Fastest solo journey to the South Pole by a female: Johanna Davidsson breaks Guinness world record (VIDEO)
South Pole, Antarctica -- Johanna Davidsson, 33, a Swedish solo skier has just reached the South Pole unaided quicker than any woman has done before; the journey took her 38 days, 23 hours and 5 minutes, thus setting the new world record for the Fastest solo, unsupported and unassisted journey to the South Pole (female), according to the World Record Academy.
Photo: Johanna Davidsson has broken a Guinness World Record and become the fastest ever solo female to reach the South Pole, unassisted, on skis. She arrived at the South Pole base camp from the Hercules Inlet after 38 days, 23 hours and 5 minutes. (enlarge photo)
The Guinness World Records world record for the Fastest solo, unsupported and unassisted journey to the South Pole (female) was set by Hannah McKeand (UK) who skied her way to the South Pole from the Hercules Inlet at the edge of the Antarctic continent in 39 days 9 hr 33 min between 19 November and 28 December 2006.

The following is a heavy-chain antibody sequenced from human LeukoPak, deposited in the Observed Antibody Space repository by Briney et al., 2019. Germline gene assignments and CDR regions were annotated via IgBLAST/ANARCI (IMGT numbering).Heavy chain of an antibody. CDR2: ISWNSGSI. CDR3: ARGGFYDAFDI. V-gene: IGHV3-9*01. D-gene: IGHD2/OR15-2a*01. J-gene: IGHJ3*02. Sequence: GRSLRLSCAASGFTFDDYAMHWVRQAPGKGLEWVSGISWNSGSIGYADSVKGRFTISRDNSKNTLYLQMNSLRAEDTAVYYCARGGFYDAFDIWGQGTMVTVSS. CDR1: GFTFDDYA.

Guinness World Records also recognized the world record for the Fastest solo, unsupported and unassisted journey to the South Pole; it was set on 13 January 2011, 35-year-old Christian Eide (Norway) completed a solo and unsupported trek to the South Pole in a record time of 24 days 1 hr 13 min.
The 33 year-old nurse started her south pole journey from Hercules Inlet and after skinning over 1,000 kilometers in 38 days and 23 hours, she now holds the record for fastest trip made on skis to the south pole by a female.
She beat the previous Guinness world record by roughly 10 hours. The world record was formerly held by Hannah McKeand of the UK, who completed the journey in 39 days 9 hr 33 min.
"I'm extremely happy to have reached the South Pole. It has been an amazing journey so far!" said Davidsson over satellite phone to her team on Dec. 24. "Now I will rest before going back to the coast again."